A common question in the office is, at what age should my teenager begin weight or resistance training. At a younger and younger age, individuals are being identified and selected for state and competitive sporting teams. Performing well and avoiding injury is a key component to being both enjoying your sport and performing at your best.
We constantly talk in the office about the necessity of being “conditioned.” All this means is that you have developed your body to a level that allows it to perform your daily functions easily. This is different depending on a person’s age, and occupation. An elderly person compared with a brick layer or an elite athlete will all require different levels and areas of conditioning. The principle of maintaining the health and fitness of your body though remains the same.
One of the key considerations with children or teenagers doing weight training is that generally we will not see any major change in muscle mass until puberty. Hormones play a key role in muscle development. This assumes that the only reason to do weight training is to gain muscle mass. We know that increases in strength and body control in sport are major benefits of weight training outside of just gaining muscle.
The research indicates that teenagers who do a combined resistance training and aerobic program outside of their normal sport requirements can reduce the risk of injury by a half. It also suggests that increases in bone density and tendon strength are also seen in individuals who do a weight program.
If your teen is competing at a high level of sport or wants to improve their performance and reduce injury risk, some key factors are good to keep in mind.
- Weight training is different from weightlifting. Weight/resistance training focuses on improving musculoskeletal strength and overall fitness. Weightlifting, bodybuilding, and power lifting are competitive sports involving high-intensity training and especially for those in their early teens should be performed under direction from a qualified coach and health professional.
- The focus should never be to “bulk up.” We want to focus on increasing strength and proprioception (the body’s ability to know where it is in space and the nervous systems control over this)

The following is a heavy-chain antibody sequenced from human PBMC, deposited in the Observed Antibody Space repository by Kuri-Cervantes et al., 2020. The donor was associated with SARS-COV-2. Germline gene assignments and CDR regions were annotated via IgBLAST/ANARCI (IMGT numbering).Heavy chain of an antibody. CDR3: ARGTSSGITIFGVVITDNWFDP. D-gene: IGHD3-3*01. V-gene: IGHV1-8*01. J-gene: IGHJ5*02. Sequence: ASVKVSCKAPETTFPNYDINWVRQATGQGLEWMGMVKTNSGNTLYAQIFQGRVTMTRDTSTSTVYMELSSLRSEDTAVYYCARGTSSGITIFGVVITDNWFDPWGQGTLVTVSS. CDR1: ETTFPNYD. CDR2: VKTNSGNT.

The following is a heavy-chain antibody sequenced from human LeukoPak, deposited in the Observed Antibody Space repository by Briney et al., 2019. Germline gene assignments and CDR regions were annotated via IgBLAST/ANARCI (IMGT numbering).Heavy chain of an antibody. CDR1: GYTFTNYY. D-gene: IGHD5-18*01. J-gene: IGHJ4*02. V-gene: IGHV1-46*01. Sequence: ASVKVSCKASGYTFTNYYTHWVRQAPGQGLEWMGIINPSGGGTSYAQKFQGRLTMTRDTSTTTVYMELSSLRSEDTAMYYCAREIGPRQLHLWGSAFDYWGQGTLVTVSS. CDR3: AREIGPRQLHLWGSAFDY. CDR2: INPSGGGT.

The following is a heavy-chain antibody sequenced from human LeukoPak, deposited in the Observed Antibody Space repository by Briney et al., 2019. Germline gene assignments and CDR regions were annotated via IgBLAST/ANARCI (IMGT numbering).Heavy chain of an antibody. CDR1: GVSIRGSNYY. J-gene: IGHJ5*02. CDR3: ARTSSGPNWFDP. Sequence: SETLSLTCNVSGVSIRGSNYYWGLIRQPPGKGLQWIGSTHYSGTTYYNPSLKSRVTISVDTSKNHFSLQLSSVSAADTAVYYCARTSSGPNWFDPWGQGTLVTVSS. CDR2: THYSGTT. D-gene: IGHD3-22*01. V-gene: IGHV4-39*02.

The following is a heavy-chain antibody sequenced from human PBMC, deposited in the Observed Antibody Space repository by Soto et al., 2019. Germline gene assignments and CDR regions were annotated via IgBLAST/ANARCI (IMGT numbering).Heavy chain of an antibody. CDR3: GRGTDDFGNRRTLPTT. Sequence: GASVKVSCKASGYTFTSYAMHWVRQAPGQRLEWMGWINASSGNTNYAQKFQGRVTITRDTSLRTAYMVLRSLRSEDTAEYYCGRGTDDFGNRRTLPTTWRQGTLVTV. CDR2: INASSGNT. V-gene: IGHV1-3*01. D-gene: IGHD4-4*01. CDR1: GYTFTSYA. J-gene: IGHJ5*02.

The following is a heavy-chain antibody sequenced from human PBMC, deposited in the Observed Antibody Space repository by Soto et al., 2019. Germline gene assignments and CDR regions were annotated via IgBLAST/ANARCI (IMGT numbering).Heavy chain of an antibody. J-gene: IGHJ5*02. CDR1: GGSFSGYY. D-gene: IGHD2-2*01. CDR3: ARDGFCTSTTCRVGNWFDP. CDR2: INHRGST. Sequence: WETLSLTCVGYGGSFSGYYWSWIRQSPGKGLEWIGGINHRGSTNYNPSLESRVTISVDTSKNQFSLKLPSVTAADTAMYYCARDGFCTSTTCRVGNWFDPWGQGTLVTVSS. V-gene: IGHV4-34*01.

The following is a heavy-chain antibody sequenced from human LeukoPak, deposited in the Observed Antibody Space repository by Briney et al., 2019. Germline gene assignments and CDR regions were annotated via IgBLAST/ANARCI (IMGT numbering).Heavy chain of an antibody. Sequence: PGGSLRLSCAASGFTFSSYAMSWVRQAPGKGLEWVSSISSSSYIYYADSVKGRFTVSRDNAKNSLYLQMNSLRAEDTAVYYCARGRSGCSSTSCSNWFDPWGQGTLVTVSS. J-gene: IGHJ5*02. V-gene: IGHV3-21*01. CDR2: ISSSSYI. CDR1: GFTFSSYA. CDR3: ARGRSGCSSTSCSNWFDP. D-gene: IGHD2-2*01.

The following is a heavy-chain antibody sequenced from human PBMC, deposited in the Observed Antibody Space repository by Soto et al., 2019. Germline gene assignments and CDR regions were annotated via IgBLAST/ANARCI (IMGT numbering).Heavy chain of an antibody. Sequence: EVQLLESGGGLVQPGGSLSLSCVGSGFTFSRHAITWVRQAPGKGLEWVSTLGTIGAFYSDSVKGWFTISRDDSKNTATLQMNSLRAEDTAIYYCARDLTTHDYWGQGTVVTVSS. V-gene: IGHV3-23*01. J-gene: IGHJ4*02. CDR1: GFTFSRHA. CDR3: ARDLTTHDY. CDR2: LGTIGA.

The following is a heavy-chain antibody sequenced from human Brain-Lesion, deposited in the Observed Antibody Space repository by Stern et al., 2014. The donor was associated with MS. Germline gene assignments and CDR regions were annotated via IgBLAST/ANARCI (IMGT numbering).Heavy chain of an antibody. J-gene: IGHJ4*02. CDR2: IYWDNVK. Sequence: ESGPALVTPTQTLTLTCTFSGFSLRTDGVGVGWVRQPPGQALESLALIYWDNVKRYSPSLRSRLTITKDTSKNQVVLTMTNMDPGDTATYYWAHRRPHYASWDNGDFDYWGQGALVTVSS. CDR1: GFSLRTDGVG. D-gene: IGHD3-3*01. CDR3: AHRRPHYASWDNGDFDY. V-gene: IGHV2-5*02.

- Be responsible with a weight training program. The program should focus on slow and controlled repetitions at a lower weight rather than very heavy weights. It is not to say that a teen should not lift heavy weights if qualified supervision is applied. The risk is that until the bodies growth plates are fused (this happens in the early 20’s) there is risk of damaging them which can effect growth. (for the average teen however, the risk of this is extremely low)
- Starting slow and building up are also important. Allowing the rest days between sessions is important for the body to repair and recover. Do not start a program every day, build up in intensity.
- Match nutrition. The old saying goes: “you can’t out exercise a bad diet.” Unless the body is fuelled well taking into consideration the micro and macro nutrient requirements you will not perform at your best. This goes for adults and children/teens. It is always best to consult your health professional on this as well.
- Remember to have fun. Enjoy the journey, it is not all about the destination. If the focus becomes only on achieving a result and the drive is to only perform at a certain level it can have a large impact on mental health. Again, consulting your health professional about this and monitoring as any training program progresses is key.
Remember that weight training in teen’s has so many benefits including building fitness, increasing strength and conditioning of the body’s tissues and the resulting avoidance of injury. Correct supervision and monitoring will ensure that the program is done correctly. If you have any questions about training programs for your teen, book in a consultation with one of our team of chiropractors or physiotherapists at Perth Allied Health Clinic. Book an appointment online today.